Beethoven’s First Symphony: The Past Meets the Future

Beethoven’s First Symphony springs to life as a frolicking newcomer, teeming with audacious youthful vitality. Premiering at Vienna’s Burgtheater on April 2, 1800, it seems to say goodbye to one century, while eagerly anticipating another. “This was the most interesting concert in a very long time,” reported the Allgemeine musikalische Zeitung, Germany’s foremost musical periodical at the time. The review noted the work’s “considerable art, novelty and wealth of ideas.”

Make no mistake, Beethoven’s First is still a profoundly classical symphony. The influence of Haydn and Mozart is palpable. Haydn, who taught the rebellious young Beethoven, had completed his final Symphony (No. 104) five years earlier, while Mozart’s monumental “Jupiter” Symphony was already twelve years old. Beethoven’s First Symphony, set in the pure, wide-open key of C major, contains none of the jarring, revolutionary fire of the composer’s later symphonies, such as the “Eroica.” Yet, listening to this music, you can tell that something new is in the air. Beethoven’s distinctive voice is evident. This is the symphony of a giant, boldly taking his place among other giants.

The first convention-shattering moment comes with the Symphony’s opening. Audiences in 1800 might have expected the piece to begin with a forceful musical “call to order”—something left over from the days when unruly opera audiences needed to be quieted down. For example, listen to the way the opening of Haydn’s Symphony No. 102 simultaneously grabs our attention and establishes the home key, with deep octave B-flats throughout the entire orchestra. Instead, Beethoven’s twelve-measure introduction begins in the “wrong” place, with a series of dominant-tonic chord sequences that give us no sense of the home key. The first resolution outlines F major, the second only hints at C, and the third leads to G major. Only gradually, does the music find its way out of the weeds. One critic who attended the premiere wrote, “Such a beginning is not suitable for the opening of a grand concert in a spacious opera house.”

The music which follows is filled with sudden modulations, abrupt changes in dynamic, and the sting of Beethoven’s trademark sforzandos. An exuberant conversation unfolds between “choirs” of instruments. Just listen to the thrilling weave of voices in this passage from early in the exposition section. The sense of dialogue among this vast cast of musical characters is almost dizzying. In its review, the Allgemeine musikalische Zeitung was baffled by “the excessive use of wind instruments, so that there was more Harmonie (wind ensemble) than orchestral music as a whole.” As the first movement’s coda section draws to a close with a sustained celebration of C major in the winds, you can almost hear the seeds of the triumphant final movement of Beethoven’s Fifth Symphony.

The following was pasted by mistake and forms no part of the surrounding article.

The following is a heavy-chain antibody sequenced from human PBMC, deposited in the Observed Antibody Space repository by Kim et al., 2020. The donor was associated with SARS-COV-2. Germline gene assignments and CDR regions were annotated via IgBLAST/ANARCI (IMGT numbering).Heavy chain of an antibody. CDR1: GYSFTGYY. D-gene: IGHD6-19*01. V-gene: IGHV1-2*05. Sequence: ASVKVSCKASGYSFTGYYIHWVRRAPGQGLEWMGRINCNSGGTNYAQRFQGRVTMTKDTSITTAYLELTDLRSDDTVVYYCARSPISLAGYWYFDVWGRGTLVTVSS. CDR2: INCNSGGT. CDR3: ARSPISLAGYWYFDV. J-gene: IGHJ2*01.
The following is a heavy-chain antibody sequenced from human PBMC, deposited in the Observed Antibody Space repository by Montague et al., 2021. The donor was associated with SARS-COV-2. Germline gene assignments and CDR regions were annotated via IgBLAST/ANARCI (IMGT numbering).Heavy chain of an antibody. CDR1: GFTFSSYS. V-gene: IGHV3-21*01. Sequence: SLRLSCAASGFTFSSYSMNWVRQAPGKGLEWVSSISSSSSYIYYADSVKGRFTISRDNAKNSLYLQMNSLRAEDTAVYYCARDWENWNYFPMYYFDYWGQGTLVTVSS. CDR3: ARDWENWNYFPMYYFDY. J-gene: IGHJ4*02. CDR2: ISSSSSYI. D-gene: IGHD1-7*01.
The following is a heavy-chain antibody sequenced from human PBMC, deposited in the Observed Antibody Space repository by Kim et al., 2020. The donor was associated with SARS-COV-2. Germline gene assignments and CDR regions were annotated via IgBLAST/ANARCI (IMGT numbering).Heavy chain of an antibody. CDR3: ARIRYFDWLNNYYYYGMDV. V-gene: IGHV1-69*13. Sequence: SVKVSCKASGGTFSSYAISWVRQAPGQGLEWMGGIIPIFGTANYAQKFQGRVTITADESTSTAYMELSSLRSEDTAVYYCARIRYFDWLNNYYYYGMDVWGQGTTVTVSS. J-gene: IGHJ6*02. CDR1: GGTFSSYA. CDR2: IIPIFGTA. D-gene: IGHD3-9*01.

The second movement (Andante cantabile con moto) ushers in a graceful and charming dancelike melody in 3/8 time. First, we hear it in a single, unassuming voice. Then, another voice enters…then a third, and finally the entire movement blossoms. Here, Beethoven again shatters the conventions of the classical symphony by using the full orchestra, rather than retreating into the intimacy of reduced forces. Throughout the second movement, notice all of the rhythmic tricks which occasionally throw off our sense of the three underlying beats in each measure.

The third movement is called a “Minuet.” But as the opening bars launch into motion, we realize that we’re far removed from the elegant, stately minuet third movements of Haydn’s symphonies. It’s almost as if the young Beethoven is playing an irreverent practical joke, shattering our expectations, and laughing along the way. What we get is actually a thundering scherzo, filled with wild shifts in the tonal center, sudden ferocious jabs, and trumpet fanfares.

The final movement (Allegro molto e vivace) begins with the kind of musical “call to order” which might have opened the first movement. Then, in the ultimate musical tease, a tentative, ascending three note fragment rises in the violins. We soon realize that a simple scale is being constructed, one note at a time. Then, we’re off and running. Amid wildly swirling scales, the First Symphony concludes with the ultimate infectious humor and fun.

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About Timothy Judd

A native of Upstate New York, Timothy Judd has been a member of the Richmond Symphony violin section since 2001. He is a graduate of the Eastman School of Music where he earned the degrees Bachelor of Music and Master of Music, studying with world renowned Ukrainian-American violinist Oleh Krysa.

The son of public school music educators, Timothy Judd began violin lessons at the age of four through Eastman’s Community Education Division. He was a student of Anastasia Jempelis, one of the earliest champions of the Suzuki method in the United States.

A passionate teacher, Mr. Judd has maintained a private violin studio in the Richmond area since 2002 and has been active coaching chamber music and numerous youth orchestra sectionals.

In his free time, Timothy Judd enjoys working out with Richmond’s popular SEAL Team Physical Training program.

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